“It’s for people who are undocumented, who don’t already have the right to work,” Pimentel said, adding the status only gives people authorization to work. It doesn’t give them access to benefits.

“A person can have their work permit within two to four months (after applying),” Pimentel said. “But it can take between four to 12 months to get a case (status) approved, depending on any number of complications a person may have with their case.”

In search of a better life

More than 500,000 migrants from Haiti came to the United States in 2008, according to the U.S. Census Bureau’s American Community Survey. Of those, 230,000 were lawful permanent residents.

Although, she’s an attorney, Scharome Deaton (left) says understanding the paperwork and process of helping Haitian nationals, like Fezane Bruno (right), gain temporary protected status is difficult. Photo by Tita Parham. Photo #10-1439. Click on picture for larger photo or view in photo gallery with longer description.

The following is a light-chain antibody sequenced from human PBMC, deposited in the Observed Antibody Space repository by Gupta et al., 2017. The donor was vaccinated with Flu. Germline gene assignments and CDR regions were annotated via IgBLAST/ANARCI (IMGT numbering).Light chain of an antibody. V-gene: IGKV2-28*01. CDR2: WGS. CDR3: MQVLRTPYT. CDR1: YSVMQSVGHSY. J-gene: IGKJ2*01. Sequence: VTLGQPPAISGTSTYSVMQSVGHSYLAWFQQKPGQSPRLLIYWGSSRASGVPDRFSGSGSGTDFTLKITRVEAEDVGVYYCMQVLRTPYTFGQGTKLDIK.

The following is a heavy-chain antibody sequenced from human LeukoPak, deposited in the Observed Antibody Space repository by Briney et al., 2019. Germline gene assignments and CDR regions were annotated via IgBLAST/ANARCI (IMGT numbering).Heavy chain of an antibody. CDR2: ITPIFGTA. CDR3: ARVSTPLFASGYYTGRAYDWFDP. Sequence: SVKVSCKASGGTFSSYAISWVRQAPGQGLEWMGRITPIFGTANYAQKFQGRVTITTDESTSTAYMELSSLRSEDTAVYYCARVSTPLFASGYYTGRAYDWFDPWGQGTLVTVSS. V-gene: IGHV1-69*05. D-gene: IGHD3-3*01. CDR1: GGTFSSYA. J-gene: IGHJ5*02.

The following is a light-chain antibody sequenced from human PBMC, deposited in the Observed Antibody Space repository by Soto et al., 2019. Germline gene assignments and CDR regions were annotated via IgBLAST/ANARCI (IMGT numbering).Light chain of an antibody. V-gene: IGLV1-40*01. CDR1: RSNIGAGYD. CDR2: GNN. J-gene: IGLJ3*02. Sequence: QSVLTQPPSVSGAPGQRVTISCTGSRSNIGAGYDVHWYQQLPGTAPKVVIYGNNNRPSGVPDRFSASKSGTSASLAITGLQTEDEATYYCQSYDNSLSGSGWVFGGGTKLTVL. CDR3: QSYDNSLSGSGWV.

They’ve come to the United States to find jobs, Pimentel said, and many are working, thanks to employers who hire them despite their lack of documentation.

Most relocated with their families or came to live with family already here. Others sent their children to live with extended family in the hopes they’d receive a better education and eventually have better job prospects.

The poverty of the country brought them here, Pimentel said. “They don’t see the opportunities to get of out of that cycle so they come here to have a better life,” she said.

Fezane’s brother, Jean, brought her and two of her four children — Catherine, 12, and Jeddy, 14 — to the clinic so all three could obtain temporary status.

Fezane has been in the United States for a year in search of work and a better education for her children, who were born in the Bahamas, where she lived after leaving Haiti. The children are considered Haitian nationals because Fezane was born in Haiti so they are eligible to apply.